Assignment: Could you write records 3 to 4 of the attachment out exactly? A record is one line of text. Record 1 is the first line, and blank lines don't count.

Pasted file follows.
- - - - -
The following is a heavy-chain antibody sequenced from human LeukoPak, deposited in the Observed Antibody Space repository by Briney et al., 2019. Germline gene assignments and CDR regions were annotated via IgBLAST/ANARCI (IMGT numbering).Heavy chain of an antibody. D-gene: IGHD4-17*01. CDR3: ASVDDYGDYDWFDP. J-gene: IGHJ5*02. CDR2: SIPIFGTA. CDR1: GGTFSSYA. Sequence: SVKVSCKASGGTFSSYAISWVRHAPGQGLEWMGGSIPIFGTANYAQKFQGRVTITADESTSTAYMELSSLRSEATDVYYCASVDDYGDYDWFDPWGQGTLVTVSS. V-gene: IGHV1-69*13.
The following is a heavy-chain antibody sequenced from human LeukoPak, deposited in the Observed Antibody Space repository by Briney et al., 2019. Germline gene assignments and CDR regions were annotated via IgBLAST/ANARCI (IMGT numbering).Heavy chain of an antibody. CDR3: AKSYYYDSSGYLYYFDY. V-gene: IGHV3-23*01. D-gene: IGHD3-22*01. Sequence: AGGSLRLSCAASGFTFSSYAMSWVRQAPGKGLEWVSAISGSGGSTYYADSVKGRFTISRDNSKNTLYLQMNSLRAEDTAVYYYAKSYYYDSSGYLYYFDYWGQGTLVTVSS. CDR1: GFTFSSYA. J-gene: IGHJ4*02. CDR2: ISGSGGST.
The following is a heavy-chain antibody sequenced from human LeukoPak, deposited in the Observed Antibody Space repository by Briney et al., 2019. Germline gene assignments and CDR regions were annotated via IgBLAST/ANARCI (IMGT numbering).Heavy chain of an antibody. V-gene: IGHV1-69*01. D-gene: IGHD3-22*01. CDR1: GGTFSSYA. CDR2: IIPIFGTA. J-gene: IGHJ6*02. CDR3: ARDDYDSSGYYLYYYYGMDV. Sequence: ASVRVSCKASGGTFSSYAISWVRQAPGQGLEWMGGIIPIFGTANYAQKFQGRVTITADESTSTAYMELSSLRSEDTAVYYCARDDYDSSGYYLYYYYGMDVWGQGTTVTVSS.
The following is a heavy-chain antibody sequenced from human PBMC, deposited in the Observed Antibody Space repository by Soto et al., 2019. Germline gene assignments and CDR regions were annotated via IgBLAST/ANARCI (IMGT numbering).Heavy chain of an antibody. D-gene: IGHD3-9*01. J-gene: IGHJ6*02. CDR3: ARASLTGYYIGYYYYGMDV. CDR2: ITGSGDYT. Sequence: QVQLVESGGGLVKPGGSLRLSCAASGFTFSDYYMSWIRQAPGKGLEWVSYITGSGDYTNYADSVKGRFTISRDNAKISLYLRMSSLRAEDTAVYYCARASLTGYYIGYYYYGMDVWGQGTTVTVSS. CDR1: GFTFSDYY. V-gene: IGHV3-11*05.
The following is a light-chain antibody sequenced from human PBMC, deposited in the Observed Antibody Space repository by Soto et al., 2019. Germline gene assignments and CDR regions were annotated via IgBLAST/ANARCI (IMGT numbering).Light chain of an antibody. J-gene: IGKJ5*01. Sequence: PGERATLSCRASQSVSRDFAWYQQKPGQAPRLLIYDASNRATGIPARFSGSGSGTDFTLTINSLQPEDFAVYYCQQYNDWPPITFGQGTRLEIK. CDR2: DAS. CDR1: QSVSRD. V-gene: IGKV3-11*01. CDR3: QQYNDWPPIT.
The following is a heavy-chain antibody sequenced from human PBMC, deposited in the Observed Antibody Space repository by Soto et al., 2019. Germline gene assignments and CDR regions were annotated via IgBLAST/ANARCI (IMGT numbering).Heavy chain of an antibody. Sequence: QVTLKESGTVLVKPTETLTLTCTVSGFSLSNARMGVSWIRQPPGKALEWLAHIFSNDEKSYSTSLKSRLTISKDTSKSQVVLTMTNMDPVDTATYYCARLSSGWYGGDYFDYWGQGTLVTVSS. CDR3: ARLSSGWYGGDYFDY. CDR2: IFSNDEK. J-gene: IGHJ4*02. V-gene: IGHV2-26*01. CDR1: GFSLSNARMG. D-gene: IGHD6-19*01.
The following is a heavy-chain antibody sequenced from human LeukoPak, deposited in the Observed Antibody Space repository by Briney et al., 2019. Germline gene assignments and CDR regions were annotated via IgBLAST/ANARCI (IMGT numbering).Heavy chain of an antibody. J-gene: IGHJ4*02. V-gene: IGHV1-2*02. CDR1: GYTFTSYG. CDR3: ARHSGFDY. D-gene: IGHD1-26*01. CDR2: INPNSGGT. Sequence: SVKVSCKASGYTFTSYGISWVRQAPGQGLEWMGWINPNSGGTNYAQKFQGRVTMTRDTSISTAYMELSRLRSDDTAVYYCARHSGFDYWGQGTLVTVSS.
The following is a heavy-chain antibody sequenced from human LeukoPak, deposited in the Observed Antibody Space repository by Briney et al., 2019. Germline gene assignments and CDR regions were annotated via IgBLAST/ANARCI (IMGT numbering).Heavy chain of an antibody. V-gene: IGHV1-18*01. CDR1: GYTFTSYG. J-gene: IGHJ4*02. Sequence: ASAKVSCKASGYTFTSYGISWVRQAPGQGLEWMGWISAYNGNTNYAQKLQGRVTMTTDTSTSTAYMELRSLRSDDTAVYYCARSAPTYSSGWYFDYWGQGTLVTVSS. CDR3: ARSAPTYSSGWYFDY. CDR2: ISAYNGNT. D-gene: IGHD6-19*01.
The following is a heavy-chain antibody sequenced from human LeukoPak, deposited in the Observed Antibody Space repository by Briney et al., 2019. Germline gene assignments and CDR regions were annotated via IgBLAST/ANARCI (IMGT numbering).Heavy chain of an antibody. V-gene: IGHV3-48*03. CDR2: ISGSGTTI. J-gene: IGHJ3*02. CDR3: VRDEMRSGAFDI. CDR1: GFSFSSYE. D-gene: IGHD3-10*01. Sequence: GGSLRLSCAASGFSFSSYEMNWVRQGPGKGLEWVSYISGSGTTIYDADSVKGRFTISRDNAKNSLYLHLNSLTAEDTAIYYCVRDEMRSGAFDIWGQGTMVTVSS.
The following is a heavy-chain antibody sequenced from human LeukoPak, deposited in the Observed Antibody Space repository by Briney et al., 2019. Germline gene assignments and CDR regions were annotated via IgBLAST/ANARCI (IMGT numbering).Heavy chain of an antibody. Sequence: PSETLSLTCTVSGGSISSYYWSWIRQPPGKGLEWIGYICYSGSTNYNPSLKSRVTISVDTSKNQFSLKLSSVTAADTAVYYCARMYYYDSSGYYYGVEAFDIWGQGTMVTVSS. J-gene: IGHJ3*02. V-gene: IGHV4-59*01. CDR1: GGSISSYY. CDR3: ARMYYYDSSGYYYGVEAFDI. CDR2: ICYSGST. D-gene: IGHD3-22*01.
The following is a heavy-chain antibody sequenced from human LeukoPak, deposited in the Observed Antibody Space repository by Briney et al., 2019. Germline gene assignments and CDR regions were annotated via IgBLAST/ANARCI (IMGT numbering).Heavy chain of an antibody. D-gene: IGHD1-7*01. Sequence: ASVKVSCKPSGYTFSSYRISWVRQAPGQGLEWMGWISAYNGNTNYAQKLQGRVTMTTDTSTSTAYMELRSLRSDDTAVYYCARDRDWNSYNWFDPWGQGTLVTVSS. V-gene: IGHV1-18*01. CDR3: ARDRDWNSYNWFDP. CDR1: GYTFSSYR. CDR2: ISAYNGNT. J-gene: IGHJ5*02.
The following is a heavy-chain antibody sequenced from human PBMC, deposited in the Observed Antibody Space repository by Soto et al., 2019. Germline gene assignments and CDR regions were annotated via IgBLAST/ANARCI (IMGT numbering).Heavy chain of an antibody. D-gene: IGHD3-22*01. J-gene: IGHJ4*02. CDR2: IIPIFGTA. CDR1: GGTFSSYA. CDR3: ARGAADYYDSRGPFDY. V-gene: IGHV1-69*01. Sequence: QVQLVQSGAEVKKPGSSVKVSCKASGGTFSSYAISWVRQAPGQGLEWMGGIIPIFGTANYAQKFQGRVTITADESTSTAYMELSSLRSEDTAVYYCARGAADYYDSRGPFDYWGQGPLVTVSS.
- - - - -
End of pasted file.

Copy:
The following is a heavy-chain antibody sequenced from human LeukoPak, deposited in the Observed Antibody Space repository by Briney et al., 2019. Germline gene assignments and CDR regions were annotated via IgBLAST/ANARCI (IMGT numbering).Heavy chain of an antibody. V-gene: IGHV1-69*01. D-gene: IGHD3-22*01. CDR1: GGTFSSYA. CDR2: IIPIFGTA. J-gene: IGHJ6*02. CDR3: ARDDYDSSGYYLYYYYGMDV. Sequence: ASVRVSCKASGGTFSSYAISWVRQAPGQGLEWMGGIIPIFGTANYAQKFQGRVTITADESTSTAYMELSSLRSEDTAVYYCARDDYDSSGYYLYYYYGMDVWGQGTTVTVSS.
The following is a heavy-chain antibody sequenced from human PBMC, deposited in the Observed Antibody Space repository by Soto et al., 2019. Germline gene assignments and CDR regions were annotated via IgBLAST/ANARCI (IMGT numbering).Heavy chain of an antibody. D-gene: IGHD3-9*01. J-gene: IGHJ6*02. CDR3: ARASLTGYYIGYYYYGMDV. CDR2: ITGSGDYT. Sequence: QVQLVESGGGLVKPGGSLRLSCAASGFTFSDYYMSWIRQAPGKGLEWVSYITGSGDYTNYADSVKGRFTISRDNAKISLYLRMSSLRAEDTAVYYCARASLTGYYIGYYYYGMDVWGQGTTVTVSS. CDR1: GFTFSDYY. V-gene: IGHV3-11*05.